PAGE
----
Fact: Moderate smoking of marijuana appears to pose minimal danger to the lungs. Like tobacco smoke, marijuana smoke contains a number of irritants and carcinogens. But marijuana users typically smoke much less often than tobacco smokers, and over time, inhale much less smoke. As a result, the risk of serious lung damage should be lower in marijuana smokers. There have been no reports of lung cancer related solely to marijuana, and in a large study presented to the American Thoracic Society in 2006, even heavy users of smoked marijuana were found not to have any increased risk of lung cancer. Unlike heavy tobacco smokers, heavy marijuana smokers exhibit no obstruction of the lung’s small airway. That indicates that people will not develop emphysema from smoking marijuana.
- Center on Addiction and Substance Abuse. “Legalization: Panacea or Pandora’s Box.” New York. (1995): 36.
- Turner, Carlton E. The Marijuana Controversy. Rockville: American Council for Drug Education, 1981.
- Nahas, Gabriel G. and Nicholas A. Pace. Letter. “Marijuana as Chemotherapy Aid Poses Hazards.” New York Times 4 December 1993: A20.
- Inaba, Darryl S. and William E. Cohen. Uppers, Downers, All-Arounders: Physical and Mental Effects of Psychoactive Drugs. 2nd ed. Ashland: CNS Productions, 1995. 174.
Myth: Marijuana Has No Medicinal Value. Safer, more effective drugs are available. They include a synthetic version of THC, marijuana’s primary active ingredient, which is marketed in the United States under the name Marinol.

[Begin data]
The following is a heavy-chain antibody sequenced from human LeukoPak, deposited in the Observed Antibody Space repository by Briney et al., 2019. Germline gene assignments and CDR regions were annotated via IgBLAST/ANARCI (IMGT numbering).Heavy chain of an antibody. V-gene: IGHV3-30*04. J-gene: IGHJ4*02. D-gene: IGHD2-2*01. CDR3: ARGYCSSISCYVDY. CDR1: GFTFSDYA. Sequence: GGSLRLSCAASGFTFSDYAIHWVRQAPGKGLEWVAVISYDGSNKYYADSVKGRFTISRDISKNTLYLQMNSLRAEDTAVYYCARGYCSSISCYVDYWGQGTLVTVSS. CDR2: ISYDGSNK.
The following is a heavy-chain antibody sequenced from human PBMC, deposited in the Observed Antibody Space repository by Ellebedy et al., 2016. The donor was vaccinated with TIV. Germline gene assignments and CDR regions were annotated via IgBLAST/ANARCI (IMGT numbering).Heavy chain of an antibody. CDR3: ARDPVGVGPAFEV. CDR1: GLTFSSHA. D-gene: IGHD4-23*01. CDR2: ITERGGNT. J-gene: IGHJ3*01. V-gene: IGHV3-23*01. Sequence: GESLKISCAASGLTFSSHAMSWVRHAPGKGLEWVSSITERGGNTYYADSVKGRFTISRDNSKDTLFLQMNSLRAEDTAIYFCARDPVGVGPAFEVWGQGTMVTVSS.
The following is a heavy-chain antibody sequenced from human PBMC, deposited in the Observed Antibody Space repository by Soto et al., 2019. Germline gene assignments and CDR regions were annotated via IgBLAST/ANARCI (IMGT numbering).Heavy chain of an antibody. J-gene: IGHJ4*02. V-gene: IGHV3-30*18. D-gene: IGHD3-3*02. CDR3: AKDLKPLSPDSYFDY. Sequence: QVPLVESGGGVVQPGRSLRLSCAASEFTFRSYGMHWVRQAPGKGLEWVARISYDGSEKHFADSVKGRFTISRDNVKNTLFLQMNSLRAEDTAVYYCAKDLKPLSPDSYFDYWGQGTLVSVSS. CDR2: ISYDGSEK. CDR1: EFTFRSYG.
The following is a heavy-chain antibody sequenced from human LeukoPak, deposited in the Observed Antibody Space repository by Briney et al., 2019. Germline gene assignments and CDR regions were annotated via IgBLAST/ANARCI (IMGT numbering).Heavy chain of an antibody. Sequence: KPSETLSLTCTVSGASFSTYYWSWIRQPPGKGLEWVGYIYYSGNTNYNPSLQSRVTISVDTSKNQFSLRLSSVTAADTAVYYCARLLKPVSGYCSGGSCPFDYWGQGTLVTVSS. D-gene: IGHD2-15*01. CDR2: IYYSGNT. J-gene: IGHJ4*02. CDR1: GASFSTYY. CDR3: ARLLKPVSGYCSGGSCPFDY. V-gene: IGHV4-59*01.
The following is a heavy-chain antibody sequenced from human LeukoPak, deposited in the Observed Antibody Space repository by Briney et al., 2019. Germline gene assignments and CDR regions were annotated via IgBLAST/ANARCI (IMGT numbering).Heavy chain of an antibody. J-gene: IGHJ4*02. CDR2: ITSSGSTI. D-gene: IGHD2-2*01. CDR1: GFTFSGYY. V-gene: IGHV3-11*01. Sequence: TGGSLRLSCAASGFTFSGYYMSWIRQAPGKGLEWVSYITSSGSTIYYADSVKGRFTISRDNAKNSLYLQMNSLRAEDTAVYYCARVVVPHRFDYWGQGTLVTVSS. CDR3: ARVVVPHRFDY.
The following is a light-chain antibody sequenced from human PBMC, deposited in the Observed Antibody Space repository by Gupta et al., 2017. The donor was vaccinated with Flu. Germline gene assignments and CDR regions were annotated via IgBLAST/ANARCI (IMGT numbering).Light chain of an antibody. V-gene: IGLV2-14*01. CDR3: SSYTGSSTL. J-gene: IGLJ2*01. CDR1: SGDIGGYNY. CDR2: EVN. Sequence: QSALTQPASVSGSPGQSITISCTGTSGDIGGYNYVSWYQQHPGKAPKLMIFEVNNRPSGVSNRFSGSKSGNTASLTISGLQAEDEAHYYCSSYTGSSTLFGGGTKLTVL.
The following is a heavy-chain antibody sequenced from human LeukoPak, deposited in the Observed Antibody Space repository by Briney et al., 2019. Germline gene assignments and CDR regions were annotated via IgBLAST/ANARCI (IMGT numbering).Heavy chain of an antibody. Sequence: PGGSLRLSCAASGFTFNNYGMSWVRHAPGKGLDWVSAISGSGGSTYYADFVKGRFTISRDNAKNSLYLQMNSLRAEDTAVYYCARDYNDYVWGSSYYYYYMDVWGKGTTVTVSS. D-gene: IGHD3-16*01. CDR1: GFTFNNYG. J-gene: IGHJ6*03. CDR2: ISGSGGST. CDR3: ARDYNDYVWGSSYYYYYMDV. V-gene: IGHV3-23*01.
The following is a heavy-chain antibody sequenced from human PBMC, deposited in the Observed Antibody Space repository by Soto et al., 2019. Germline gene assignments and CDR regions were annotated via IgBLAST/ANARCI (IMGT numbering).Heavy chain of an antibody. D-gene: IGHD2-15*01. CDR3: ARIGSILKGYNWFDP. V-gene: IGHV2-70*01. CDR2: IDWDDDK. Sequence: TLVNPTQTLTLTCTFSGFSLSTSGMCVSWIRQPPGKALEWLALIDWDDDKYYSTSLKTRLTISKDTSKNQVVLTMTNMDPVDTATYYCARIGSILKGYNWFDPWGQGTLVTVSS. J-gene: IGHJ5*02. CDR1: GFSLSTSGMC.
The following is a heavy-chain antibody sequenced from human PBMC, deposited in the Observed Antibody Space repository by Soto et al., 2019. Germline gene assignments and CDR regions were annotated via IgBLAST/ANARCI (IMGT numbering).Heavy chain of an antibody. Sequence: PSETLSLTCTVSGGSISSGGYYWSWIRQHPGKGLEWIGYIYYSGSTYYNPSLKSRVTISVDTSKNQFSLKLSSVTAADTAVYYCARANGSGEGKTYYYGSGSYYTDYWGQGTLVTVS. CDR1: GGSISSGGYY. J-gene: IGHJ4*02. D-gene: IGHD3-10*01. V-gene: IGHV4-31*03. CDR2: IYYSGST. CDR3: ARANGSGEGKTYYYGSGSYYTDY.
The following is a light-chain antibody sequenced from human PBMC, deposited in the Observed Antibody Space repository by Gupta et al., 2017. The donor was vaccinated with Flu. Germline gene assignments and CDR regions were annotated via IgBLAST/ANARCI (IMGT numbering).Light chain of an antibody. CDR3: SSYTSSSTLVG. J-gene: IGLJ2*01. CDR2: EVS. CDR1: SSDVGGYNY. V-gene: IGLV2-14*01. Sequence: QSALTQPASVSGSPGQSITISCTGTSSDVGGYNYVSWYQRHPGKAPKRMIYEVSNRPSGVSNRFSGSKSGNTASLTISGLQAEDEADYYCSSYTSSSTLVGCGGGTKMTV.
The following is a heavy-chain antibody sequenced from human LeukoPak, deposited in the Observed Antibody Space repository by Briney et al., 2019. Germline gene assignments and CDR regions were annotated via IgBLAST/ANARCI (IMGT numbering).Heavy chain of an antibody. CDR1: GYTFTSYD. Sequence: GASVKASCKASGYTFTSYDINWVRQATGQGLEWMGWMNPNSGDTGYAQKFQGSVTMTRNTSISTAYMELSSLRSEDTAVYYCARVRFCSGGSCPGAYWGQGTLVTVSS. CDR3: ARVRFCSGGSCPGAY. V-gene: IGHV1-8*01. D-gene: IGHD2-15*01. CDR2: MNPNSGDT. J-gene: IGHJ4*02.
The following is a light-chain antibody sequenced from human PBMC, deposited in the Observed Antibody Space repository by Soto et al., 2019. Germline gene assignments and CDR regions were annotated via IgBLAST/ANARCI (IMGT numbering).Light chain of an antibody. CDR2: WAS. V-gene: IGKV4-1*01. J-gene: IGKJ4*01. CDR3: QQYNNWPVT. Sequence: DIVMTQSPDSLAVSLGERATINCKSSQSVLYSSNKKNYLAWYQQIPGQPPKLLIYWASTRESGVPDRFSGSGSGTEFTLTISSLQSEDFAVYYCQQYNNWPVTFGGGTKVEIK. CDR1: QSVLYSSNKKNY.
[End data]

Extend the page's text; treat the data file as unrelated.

Fact: Marijuana has been shown to be effective in reducing the nausea induced by cancer chemotherapy, stimulating appetite in AIDS patients, and reducing intraocular pressure in people with glaucoma. There is also appreciable evidence that marijuana reduces muscle spasticity in patients with neurological disorders. A synthetic capsule is available by prescription, but it is not as effective as smoked marijuana for many patients. Pure THC may also produce more unpleasant psychoactive side effects than smoked marijuana. Many people use marijuana as a medicine today, despite its illegality. In doing so, they risk arrest and imprisonment.
- Vinciguerra, Vincent; Moore, Terry and Eileen Brennan. “Inhalation marijuana as an antiemetic for cancer chemotherapy.” New York State Journal of Medicine 85 (1988): 525-27.
- McCabe M, Smith FP, Macdonald JS. “Efficacy of tetrahydrocannabinol in patients refractory to standard antiemetic therapy.” Investigational New Drugs 6.3 (1988): 243-46.
- Gorter, R., et al. “Dronabionol effects on weight in patients with HIV infection.” 1992. AIDS 6 (1992):127-38.
- Foltin, R.W., et al. “Behavioral analysis of marijuana effects on food intake in humans.” Pharmacology Biochemistry and Behavior 25 (1986): 577-82.
- Crawford, W.J. and Merritt, J.C. “Effect of tetrahydrocannabinol on Arterial and Intraocular Hypertension.” International Journal of Clinical of Pharmacology and Biopharmaceuticals 17 (1979):191-96.
- Merritt, J.C., et al. “Effects of marijuana on intraocular and blood pressure on glaucoma.” Ophthamology 87 (1980):222-28.
- Baker, D., Gareth Pryce and J. Ludovic Croxford. “Cannabinoids control spasticity and tremor in a multiple sclerosis model.” Nature 404.6773 (2000): 84-7.